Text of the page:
used one (Myrtle Huntley of Fitchburg had a relatively modern innovation, a
"Wigs on the Green" is a public skirmish, and dates back to the 18th century,
when gentle men and other guys wore periwigs, which obviously made them
irritable enough to fight pretty frequently. The "Atlantis of Massachusetts"
is, of course, the subaquatic dreamland of Dana, Enfield, Greenwich, and
Prescott, towns in the western part of the state that were obliterated earlier
in the century for the massive Quabbin Reservoir. Can you imagine pulling off
an engineering project like that today? (Then again, the Big Dig is doing its
best to annoy and confound, isn't it...) Finally, we got some amusing answers
to "what didn't the Pilgrims have during that first Thanksgiving." Yes,
they had turkey, and cranberries, and squash. No, they didn't have football,
homecoming parades, weird dirigibles of pop culture icons, or wee candles
shaped like turkeys and pilgrims. What they also didn't have were breadstuffs,
having consumed all the flour.
In the extra credit department, both Robert Frost and Julia Child, those icons
of New England culture, were born and bred in California. Mrs. Boursy adds that
both studied in Europe and are "closely associated with Pioneer Valley -- Frost
taught at Amherst College and Child graduated from Smith." In the extra-extra
credit department, we seem to have lots of towns named after governors - they
include: Carver, Bradford, Winthrop, Shirley, Hancock, Adams, and North Adams.
One jokester insisted Marblehead and Athol were both named after Ed King, but
we have no comment to that. Congratulations to our winners, and thanks to Pete
Greelish and Brian Gosling for technical assistance.
Once upon a time, all businesses were family businesses. Farms and orchards
still pretty much run that way, but what about occupations that require
individual skill and expression, like the arts? Here in New England, if you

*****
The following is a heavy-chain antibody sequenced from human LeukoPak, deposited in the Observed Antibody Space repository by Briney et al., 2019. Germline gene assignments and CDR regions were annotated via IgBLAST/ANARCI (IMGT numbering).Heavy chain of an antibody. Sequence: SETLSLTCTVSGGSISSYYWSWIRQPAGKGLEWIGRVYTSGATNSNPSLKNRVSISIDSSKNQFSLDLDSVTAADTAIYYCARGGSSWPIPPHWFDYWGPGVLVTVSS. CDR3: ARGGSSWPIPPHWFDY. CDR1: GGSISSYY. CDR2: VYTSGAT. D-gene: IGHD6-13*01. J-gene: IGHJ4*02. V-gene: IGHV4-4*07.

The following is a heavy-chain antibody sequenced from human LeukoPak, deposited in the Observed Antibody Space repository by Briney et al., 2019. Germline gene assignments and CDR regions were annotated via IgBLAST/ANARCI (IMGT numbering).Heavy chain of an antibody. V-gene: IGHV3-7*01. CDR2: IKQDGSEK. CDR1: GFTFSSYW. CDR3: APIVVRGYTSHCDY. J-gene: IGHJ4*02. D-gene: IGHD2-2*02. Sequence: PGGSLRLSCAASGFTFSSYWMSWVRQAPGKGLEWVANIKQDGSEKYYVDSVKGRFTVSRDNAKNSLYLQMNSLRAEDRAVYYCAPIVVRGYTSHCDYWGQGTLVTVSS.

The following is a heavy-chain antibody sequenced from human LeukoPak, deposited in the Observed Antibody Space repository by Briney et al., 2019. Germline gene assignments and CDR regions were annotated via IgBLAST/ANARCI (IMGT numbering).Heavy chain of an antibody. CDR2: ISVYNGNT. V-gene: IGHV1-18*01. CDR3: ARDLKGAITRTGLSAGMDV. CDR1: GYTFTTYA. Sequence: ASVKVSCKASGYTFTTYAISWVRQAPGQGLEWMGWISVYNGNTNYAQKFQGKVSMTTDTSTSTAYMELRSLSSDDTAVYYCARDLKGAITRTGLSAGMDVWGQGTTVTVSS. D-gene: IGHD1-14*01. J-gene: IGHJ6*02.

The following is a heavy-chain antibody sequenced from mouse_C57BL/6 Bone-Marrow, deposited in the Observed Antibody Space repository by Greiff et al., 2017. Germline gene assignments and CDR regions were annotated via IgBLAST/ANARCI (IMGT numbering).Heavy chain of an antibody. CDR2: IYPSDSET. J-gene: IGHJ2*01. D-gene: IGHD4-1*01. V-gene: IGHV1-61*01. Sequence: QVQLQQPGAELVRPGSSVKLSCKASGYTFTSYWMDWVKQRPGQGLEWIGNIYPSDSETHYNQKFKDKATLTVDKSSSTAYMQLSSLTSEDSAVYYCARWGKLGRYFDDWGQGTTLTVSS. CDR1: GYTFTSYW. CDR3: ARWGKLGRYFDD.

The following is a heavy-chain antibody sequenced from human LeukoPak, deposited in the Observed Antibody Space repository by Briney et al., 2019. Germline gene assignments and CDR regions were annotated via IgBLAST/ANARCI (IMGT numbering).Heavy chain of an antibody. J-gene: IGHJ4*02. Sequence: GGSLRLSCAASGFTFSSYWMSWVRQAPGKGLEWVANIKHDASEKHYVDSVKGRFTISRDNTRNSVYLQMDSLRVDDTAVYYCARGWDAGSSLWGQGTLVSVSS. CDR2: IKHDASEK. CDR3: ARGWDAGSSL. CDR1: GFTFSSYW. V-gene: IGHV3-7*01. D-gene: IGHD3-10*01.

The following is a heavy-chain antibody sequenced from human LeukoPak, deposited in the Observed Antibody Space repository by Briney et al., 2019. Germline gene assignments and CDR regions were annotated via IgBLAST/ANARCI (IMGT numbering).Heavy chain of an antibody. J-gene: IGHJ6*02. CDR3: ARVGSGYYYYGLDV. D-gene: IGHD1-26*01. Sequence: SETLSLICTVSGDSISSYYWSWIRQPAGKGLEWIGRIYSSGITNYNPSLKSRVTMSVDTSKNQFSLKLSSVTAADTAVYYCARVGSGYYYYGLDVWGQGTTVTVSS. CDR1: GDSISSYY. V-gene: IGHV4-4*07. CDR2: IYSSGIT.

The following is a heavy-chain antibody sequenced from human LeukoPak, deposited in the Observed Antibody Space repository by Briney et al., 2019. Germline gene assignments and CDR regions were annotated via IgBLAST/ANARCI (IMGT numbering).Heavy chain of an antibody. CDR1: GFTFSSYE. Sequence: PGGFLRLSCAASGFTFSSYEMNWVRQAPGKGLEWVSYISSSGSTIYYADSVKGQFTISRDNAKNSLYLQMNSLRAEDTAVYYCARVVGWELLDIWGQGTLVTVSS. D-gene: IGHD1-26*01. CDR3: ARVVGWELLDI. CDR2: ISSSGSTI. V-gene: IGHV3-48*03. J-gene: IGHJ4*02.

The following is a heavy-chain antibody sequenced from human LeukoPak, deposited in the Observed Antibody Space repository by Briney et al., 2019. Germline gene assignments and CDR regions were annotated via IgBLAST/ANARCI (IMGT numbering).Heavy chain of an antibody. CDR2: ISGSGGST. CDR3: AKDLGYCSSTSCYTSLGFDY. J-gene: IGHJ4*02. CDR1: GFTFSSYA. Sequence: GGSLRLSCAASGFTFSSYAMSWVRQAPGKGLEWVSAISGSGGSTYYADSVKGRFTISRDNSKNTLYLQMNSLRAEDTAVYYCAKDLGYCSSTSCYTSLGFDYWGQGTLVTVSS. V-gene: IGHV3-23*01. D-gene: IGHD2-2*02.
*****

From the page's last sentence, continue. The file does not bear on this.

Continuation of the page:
think of dance and north Worcester county, the name Marion Rice still lives,
though the great Denishawn disciple and instructor passed on five years ago.
She was the mother of acclaimed dancer Carolyn Rice Brown, and grandmother of
choreographer Rebecca Rice. This youngest terpsichorean Rice recently presented
a splendid evening of dance pieces at the Boston Ballet complex, performed by a
dozen remarkably skilled students. Rice also teaches choreography to the BB
students, instructs at Dana Hall and MIT and knows that conversation about her
family is inevitable. She explains, "I don't think about carrying a torch. I
rebelled at 14, and did horseback riding instead." (Her mother's side of the
family also has plenty of dancers.) Only at the University of Utah, did she
return to tradition and studied modern dance. "I had to keep moving, but I
decided I would choreograph, rather than focus on being a dancer. Focus on art,
rather than making myself art," she says.
The Boston Ballet students were lithe and expressive, ideal vessels for Rice's
Denishawn-inflected style which featured elongated leg and lower back
movements, paired with insouciant upper-body work. Faces peeped through raised
arms, and shoulders shimmied. But legs were locked in traditional positions and
feet were firmly planted. "Students are incredibly professional at the ballet,"
says Rice, "in terms of how quickly they think and pick up movement, and how
quickly they're expected to pick up movement, so what I've been able to do is
go in and create on the spot and that's an incredible luxury."
Rice's work, which included solos and ensemble pieces showed cohesion and
reverence for classical forms (even the costumes trended toward diaphanous
Greek tunics in pastels), and half were accompanied by baroque music. The
combination of modern movement with the severely disciplined cadences of Bach
and Handel ensured that the dancers had clean stops and starts, with plenty of
flow between big gestures. "I've been working hard to create pretty
sophisticated works, and I've been working a lot with classical music. As a
modern choreographer, I've been trained to stay away from that, to experiment
with new music, so I've gotten back to the classical music I'd done with
Denishawn with my grandmother."
Rice will be presenting another collection of dance in early June in Norwell,
and this summer will collaborate with her sister Robin, who's also a dance
educator. See what I mean about dance and Rices? Write
firstname.lastname@example.org for more information and a schedule.
Unlike Emma Goldman, Sally
Cragin Warner doesn't need a revolution to